Sometimes compared to a Bauhaus in Southern California, the social club known as The UpLifters in the early 20th century indulged in hijinks and projects that helped spark careers, and forged an image for Hollywood and its environs that has lasted to the present day. [Read more…]
Forget buying gifts for other people — what should Hollywood fans get for themselves? What about these vintage movie posters, available at emovieposter.com This site carries some of the posters from old blockbusters, from Disney’s 102 Dalmations to Empire Strikes Back to Ghostbusters.
Better yet, arrange a Hollywood tour that’ll bring you to the studios or sets. Now that’s what we call bragging rights.
It looks harmless. Even boring. Just an office building, with names of production companies, which don’t even leave much impact to the average tourist.
Until they know the story behind the street.
8439 Sunset Boulevard, now called Piazze del Sol, used to be the site of Hollywood’s most exclusive brothel, called “House of Francis.” People would go here for a different kind of networking, and whatever happened behind its doors stayed behind those doors.
Today there are still brothels, but they are typically held in private houses.
Some of Hollywood’s hotels can be considered as historical as Hollywood itself — like the Knickerbocker.
It was built in 1925 as a luxury apartment building, and its Renaissance Revival bar was a favorite hang out of the stars. Rudolph Valentino loved to tango here. FIlm director D. W. Griffith spent many hours at the bar, especially after he was “dismissed” by Hollywood after years of pioneering the industry. He was was walking in the lobby when he had a stroke, and died under the huge crystal chandelier.
Another Knickerbocker patron was Frances Farmer, who enjoyed an intense, but brief, career. She appeared in 18 films, three Broadway plays, thirty major radio shows and seven stock company productions, but alcohol, drugs, and weight problems had her career in shambles before she was 28. In 1943 she was arrested while she was at the Knickerbocker, and had to be dragged (half naked) out of her room. Famous costume designer Irene Gibbons also committed suicide here, checking in under another name, then trying to slit her wrists. When that didn’t work she jumped from the window.
The Knickerbocker was also the “lovenest” of William Faulkner and Meta Carpenter, a script girl from the Fox studios, Marilyn Monroe and Joe Dimaggio. Other celebrity guests were Elvis Presley, Jerry Lee Lewis, Mae West, Lana Turner, Cecil B. DeMille, Frank Sinatra, Laurel and Hardy and many others.
The Knickerbocker was also the stage for the last Houdini seance. After an hour, a violent thunderstorm drenched participants and ended their attempts. They later discovered that the storm didn’t occur anywhere else in Hollywood — only above the hotel!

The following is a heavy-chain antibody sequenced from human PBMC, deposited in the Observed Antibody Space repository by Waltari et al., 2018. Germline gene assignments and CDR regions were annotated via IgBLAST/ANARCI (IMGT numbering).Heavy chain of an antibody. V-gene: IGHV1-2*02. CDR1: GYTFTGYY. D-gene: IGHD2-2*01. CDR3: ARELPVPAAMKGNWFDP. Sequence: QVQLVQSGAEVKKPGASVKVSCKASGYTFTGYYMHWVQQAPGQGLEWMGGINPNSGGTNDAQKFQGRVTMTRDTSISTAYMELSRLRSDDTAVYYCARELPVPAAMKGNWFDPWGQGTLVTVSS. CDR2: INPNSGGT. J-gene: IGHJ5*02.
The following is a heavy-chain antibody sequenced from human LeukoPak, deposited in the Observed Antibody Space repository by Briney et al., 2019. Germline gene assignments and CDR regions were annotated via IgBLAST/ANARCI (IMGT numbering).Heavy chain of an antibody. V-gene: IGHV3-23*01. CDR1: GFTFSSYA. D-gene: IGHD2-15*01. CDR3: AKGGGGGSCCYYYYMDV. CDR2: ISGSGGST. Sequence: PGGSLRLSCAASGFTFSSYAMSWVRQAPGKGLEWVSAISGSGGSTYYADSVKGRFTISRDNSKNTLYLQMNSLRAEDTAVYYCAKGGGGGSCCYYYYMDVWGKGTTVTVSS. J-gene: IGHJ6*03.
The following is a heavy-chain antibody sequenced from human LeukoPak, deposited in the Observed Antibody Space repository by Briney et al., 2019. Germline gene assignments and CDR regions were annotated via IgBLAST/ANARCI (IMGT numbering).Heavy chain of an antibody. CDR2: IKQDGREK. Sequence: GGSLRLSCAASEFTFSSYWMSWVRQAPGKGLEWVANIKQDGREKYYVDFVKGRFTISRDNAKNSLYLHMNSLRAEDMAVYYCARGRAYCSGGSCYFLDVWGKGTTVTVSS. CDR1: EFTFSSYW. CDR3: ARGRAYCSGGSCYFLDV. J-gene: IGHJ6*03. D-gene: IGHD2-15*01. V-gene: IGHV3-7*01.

Today a coffee shop called “The All-Star Theatre Café & Speakeasy” stands where the bar used to be, and is frequented by celebrities like Sandra Bullock and Leonardo DiCaprio.
It usually takes many years for a movie to take the long transition from idea to finished product. The process is brutal and careers are usually put on high risk for each movie project. Not to mention the fact that millions are usually invested in a picture due to the high production expenses (hiring many professionals, actors, building sets, composing music, building sets and marketing the movie).
But because of the almost instantaneous reporting of box office results once a movie is shown in theaters, studios and production outfits will immediately know (usually within a few hours) if the movie that took so long in making and cost so much is a box office bomb or a huge blockbuster.
This is in huge contrast to about thirty years or so ago when movie executives would actually drive to theaters and look at the opening day lines to the theaters ? a much more hands on approach compared to today?s very strategic juggling of advance polling techniques, demographic minded scheduling and usage of historical models.
With the level of accuracy of the agencies that report box office takes for the movies getting more and more accurate, studio executives are relying on them on an ever increasing basis to gauge if they are actually going to make money or not.
The bad thing though with an industry that has become more obsesses with math and the bottomline is that quality and artistic expression has fallen by the wayside. Movies are nothing more than products now that is marketed no differently from a hamburger.
Hopefully the movie studios will also realize that money is not the be all and end all in a place that fuels the imagination like no other.